Chinese Christmas

It has been a mad year and a bit, and last night I was commenting to Naomi that I feel as if I’ve been run off my feet. It could have been tiredness from work. It could also have been the beers and wine I took trying to ameliorate the tiredness.

I decided this week to observe the traditional Chinese observation of the winter solstice because it was probably the only Chinese custom my mother observed diligently and consistently. So last night, Naomi and I went and bought rice flour to make the glutinous rice balls (tang yuan), pandan leaf for the syrup/soup and beetroot to make the coloring for pink tang yuans.

It was a double treat for Kai especially as he got to make the tang yuan himself before walloping three helpings for breakfast (Starch and sugar is an awesome combination for an active 2.5 year old, and I left for work so Naomi could experience the effects on Kai all by herself).

Naomi’s mum says that winter solstice tang yuan are special because they can automagically tell whether your age is an odd or even number by the number of tang yuans in your bowl, no matter how randomly you scoop them out of the pot.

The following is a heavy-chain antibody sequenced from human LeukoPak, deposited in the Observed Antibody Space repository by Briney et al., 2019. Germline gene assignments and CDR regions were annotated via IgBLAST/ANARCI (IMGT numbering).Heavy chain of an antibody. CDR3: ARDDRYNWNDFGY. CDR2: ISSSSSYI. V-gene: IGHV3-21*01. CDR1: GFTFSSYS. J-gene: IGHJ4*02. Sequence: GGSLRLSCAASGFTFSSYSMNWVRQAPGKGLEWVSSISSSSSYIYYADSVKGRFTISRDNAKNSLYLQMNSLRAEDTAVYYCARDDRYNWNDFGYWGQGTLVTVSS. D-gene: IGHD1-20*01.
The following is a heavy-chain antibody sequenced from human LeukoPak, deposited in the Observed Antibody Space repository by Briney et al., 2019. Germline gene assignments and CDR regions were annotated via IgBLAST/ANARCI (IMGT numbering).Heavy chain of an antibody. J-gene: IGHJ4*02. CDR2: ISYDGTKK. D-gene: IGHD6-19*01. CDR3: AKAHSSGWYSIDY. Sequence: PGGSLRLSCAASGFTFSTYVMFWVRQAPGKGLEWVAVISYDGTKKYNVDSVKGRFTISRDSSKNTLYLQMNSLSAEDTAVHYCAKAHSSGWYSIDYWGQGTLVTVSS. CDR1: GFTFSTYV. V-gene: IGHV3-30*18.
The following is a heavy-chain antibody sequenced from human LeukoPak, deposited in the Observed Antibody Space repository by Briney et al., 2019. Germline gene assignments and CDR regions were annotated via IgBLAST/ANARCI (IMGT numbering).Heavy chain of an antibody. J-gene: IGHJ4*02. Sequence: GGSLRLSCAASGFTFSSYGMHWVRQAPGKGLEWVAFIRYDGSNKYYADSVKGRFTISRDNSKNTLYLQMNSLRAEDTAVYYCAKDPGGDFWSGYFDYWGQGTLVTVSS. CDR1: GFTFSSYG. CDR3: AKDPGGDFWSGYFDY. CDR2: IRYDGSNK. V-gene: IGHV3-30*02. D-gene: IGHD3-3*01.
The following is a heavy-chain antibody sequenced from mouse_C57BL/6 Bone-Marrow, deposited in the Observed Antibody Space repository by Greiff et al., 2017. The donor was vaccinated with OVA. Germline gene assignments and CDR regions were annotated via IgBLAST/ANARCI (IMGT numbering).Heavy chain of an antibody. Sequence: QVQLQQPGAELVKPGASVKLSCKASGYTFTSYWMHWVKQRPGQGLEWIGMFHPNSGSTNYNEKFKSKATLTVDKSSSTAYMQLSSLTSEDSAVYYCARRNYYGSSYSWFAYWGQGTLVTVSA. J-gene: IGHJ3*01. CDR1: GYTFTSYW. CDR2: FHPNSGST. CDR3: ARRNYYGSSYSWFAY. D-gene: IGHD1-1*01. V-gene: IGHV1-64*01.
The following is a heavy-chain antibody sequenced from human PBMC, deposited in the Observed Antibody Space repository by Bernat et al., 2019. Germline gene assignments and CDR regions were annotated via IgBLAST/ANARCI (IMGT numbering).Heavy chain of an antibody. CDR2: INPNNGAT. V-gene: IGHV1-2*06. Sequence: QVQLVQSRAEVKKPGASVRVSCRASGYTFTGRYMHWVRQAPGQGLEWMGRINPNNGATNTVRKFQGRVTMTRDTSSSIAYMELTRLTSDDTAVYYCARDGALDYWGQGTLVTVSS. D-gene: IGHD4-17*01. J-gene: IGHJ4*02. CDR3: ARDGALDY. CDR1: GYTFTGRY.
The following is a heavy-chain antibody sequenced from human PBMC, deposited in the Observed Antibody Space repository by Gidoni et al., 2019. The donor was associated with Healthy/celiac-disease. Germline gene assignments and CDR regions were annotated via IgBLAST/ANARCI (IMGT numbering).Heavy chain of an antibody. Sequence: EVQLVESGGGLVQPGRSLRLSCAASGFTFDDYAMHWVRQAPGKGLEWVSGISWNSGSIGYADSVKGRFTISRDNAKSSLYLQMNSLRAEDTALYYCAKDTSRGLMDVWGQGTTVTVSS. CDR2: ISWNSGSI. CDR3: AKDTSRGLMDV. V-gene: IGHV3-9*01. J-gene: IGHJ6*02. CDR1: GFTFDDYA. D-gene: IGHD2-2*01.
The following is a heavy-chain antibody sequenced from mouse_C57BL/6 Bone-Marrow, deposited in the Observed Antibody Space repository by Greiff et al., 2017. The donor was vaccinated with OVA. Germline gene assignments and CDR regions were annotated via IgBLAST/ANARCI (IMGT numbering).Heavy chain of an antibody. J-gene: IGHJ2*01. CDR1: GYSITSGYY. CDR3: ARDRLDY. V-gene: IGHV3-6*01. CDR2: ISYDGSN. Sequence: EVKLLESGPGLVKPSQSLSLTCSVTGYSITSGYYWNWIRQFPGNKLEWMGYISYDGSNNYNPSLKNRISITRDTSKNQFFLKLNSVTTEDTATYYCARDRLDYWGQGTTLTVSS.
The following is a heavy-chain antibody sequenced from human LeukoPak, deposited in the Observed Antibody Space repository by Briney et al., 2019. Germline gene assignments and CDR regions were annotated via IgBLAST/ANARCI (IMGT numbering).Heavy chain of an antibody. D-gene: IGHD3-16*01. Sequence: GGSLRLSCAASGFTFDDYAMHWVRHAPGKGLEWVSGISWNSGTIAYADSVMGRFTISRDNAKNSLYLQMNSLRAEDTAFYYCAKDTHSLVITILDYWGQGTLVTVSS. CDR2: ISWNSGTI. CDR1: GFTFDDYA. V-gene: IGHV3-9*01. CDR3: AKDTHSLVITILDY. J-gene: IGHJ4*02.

It worked for Kai, Naomi and our helper, but I spoiled the stats by eating everything before remembering to count them.

My mother, being the Malayan-born western-educated ethnic-Chinese career woman that she was, used to tell my siblings and I when we were young, that this observance was known as “Chinese Christmas”, and that if we didn’t wake up early to roll the tang yuan and finish off the balls, the “real” Christmas wouldn’t come, which meant Santa wouldn’t deliver the goods.

This is the first Chinese Christmas without my mum. I miss her, but I think she’ll be happy her observance and special back story will have some more mileage with Kai for a while.


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2 responses to “Chinese Christmas”

  1. Darren Koh Avatar
    Darren Koh

    And therein lies the power of the story: the retelling of this story keeps her alive, for no one is truly gone until the last person who remembers passes away.  Family rituals such as these keep the family alive…  Good on you for keeping them up!

  2. Tabitha Avatar

    This is a great tradition, I’m going to put it in my diary so when I have children of my own, I will put it into practice so they’re at least halfway cultural!

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